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Escaping wicked problems

Some management dilemmas defy logic
Escaping wicked problems

Pick three words to describe how you like to approach a difficult business problem. There's a fair chance that your list will include words like logical, rational, process or method. You might even have said analysis, definition or measurement. If so, you are typical of the industry in which you work. 

The life sciences sector, steeped in science and wrapped in regulation, has an industry-wide culture that is characterised by an instinct to address issues in sequential, connected steps. And the long success of the industry demonstrates that, in most cases, it's a very effective way to solve many kinds of problems. But now think of business problems that seem intractable, such as being transparent in a bribery-ridden market or increasing team productivity while improving work life balance. These are problems that executives and consultants have attacked with an armoury of logic and process for many years but we still can't say we've cracked it. That's because these, and many other of our most challenging business issues, fall into the category of Wicked Problems and aren't amenable to our Vulcan-like instincts to define, analyse, dissect and process. But these and many other real world issues facing us remain important, pressing challenges. So how can we address them?

...problems that seem unsolvable by traditional, methodical methods

The first step is to understand why some problems are called wicked. By that, I'm not implying they are evil in any way. I'm simply adopting the terminology of Horst Rittel, who first used the term to designate a problem that seems unsolvable by traditional, methodical methods. Rittel and his colleague Melvin Webber recognised that wicked problems aren't just more difficult than ordinary problems, they have 10 distinct characteristics that differentiate them from other, more routine problems. These are shown in box 1.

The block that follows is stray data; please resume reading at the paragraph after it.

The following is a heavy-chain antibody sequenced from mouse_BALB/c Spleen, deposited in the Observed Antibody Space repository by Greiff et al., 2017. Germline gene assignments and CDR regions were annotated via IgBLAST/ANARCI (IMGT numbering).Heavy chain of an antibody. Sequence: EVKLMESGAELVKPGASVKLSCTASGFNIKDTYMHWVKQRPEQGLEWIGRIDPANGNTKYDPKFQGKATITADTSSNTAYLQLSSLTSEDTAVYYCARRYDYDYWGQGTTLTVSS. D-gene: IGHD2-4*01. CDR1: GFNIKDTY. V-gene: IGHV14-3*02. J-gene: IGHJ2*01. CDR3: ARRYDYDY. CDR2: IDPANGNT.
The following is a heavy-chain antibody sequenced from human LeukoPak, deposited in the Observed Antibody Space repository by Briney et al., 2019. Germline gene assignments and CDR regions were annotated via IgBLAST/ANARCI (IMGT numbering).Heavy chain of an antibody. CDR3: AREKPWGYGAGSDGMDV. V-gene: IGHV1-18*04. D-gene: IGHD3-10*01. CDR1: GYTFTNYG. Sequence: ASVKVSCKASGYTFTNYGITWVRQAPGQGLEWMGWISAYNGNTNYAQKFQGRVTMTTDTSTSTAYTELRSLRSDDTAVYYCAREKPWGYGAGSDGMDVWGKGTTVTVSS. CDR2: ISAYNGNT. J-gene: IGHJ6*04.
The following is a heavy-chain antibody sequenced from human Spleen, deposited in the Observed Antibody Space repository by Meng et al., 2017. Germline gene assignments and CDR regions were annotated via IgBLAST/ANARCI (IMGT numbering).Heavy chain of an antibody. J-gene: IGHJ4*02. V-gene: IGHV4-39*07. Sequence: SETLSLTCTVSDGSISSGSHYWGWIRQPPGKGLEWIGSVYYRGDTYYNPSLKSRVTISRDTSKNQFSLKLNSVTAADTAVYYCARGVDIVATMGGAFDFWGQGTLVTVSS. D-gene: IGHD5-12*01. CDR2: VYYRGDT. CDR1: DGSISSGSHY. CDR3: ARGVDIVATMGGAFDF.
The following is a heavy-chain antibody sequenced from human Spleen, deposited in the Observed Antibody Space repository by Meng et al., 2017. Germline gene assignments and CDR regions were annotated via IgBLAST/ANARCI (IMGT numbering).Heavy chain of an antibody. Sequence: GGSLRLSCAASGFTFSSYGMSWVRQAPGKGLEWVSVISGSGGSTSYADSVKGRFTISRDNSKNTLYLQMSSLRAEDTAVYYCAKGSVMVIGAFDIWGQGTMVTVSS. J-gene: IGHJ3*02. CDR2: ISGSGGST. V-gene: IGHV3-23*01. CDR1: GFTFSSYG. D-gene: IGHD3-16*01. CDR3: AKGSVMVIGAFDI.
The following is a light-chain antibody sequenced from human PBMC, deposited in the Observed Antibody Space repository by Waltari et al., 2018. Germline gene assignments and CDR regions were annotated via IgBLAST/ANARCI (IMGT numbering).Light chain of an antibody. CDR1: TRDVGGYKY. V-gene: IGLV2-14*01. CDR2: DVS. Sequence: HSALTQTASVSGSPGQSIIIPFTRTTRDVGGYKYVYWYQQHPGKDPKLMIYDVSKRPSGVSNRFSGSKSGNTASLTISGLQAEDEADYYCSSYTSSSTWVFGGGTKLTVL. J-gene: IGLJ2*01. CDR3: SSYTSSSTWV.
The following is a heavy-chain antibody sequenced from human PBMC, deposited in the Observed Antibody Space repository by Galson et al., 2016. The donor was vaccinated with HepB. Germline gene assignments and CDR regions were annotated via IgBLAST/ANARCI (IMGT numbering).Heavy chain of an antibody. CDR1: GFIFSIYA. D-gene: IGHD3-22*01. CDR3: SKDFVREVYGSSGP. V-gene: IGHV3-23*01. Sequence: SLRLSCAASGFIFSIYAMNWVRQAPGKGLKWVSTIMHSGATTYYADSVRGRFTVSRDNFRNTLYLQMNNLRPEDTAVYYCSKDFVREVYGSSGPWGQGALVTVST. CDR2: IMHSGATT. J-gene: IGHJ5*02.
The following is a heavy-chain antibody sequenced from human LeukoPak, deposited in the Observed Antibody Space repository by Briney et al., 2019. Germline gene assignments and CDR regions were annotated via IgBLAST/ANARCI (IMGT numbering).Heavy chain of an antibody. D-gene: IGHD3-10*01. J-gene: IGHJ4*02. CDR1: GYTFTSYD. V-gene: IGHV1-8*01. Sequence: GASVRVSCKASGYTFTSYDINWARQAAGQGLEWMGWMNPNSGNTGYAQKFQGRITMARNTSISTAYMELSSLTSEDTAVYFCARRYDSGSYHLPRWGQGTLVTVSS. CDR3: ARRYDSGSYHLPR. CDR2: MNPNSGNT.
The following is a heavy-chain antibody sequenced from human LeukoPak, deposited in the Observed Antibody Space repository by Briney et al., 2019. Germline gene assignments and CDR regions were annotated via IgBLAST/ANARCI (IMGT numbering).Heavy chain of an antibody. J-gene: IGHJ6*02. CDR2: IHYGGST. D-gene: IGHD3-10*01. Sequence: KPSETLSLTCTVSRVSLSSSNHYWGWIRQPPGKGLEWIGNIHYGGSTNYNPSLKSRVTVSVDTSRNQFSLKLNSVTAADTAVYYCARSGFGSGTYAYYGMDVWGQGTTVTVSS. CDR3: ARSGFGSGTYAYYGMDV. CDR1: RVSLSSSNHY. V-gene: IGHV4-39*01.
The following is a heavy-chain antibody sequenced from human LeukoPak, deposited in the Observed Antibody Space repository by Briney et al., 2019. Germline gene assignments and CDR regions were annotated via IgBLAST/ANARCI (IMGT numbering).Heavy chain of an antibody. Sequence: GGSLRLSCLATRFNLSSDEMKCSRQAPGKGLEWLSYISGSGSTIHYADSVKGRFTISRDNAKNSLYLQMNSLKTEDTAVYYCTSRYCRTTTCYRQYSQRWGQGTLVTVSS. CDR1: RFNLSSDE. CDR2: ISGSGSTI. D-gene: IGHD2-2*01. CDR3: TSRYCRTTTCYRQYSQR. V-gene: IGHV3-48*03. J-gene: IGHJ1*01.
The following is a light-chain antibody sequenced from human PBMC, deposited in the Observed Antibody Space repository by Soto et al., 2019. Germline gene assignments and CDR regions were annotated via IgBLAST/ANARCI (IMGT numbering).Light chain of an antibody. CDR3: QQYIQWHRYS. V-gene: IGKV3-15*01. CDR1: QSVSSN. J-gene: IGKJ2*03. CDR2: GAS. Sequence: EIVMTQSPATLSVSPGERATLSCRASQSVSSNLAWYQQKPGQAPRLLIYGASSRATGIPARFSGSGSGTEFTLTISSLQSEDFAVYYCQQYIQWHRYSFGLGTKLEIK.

10 Ways Wicked Problems are Different 
1. You can't fully define wicked problems in words
2. Wicked problems have no clear end point
3. Wicked problems have subjective solutions
4. You can't ever know if you've solved a wicked problem
5. The solutions to wicked problems have consequences that can't be undone
6. There is no clear set of alternative solutions to problems
7. No two wicked problems are the same
8. Wicked problems lead to other wicked problems
9. The consequences of wicked problems look different to different people
10. The problem solver will always be seen as wrong by somebody.

If those ten characteristics seem abstract or extreme, just apply them to the two examples I gave above. You will see how Rittel and Webber's criteria work, revealing the frustratingly interconnected and ill-defined nature of both the problem and the solution. Importantly, for a problem to be wicked it doesn't have to have all ten of these characteristics, just most of them. So if you find that a pressing business problem of your own meets many of these criteria, you can be reasonably sure that you're dealing with a wicked problem and that addressing it in a rigorous, methodical way will probably result in nothing more than an unsolved problem and a headache. 

If you are unlucky, you may even find that your business problem fits into a subclass described by Kelly Levin and her co-workers as 'Super-wicked Problems'. These have the same characteristics of wicked problems but also include approaching deadlines, lack of central authority, an environment where future outcomes are discounted on an irrational basis and, worst of all, a situation where the problem solvers are also problem creators. In my experience, many strategy formulation and implementation problems fit into this super-wicked category.

A useful second step in managing wicked problems is to understand where they are most often found. Although it is not always true, problems involving physical or natural systems - problems we might usually find in engineering, science or finance - are less likely to be wicked. By contrast, problems that emerge from social systems - organisations, societies, relationships - are much more likely to be of the wicked variety. This prevalence stems from the different sorts of systems they are and in particular from the interwoven, adaptive, dynamic nature of social systems. This is an important observation because, encultured in the scientific method as we are, many life science industry executives default to a rational approach when faced with social-system, human problems. In effect, this represents a tendency for us to treat people like molecules and organisations as if they were test tubes. This habit, often seen in consultancy-led change management programmes, is naïve and, because it originates in our preference for our personal comfort zones, it is essentially self-indulgent.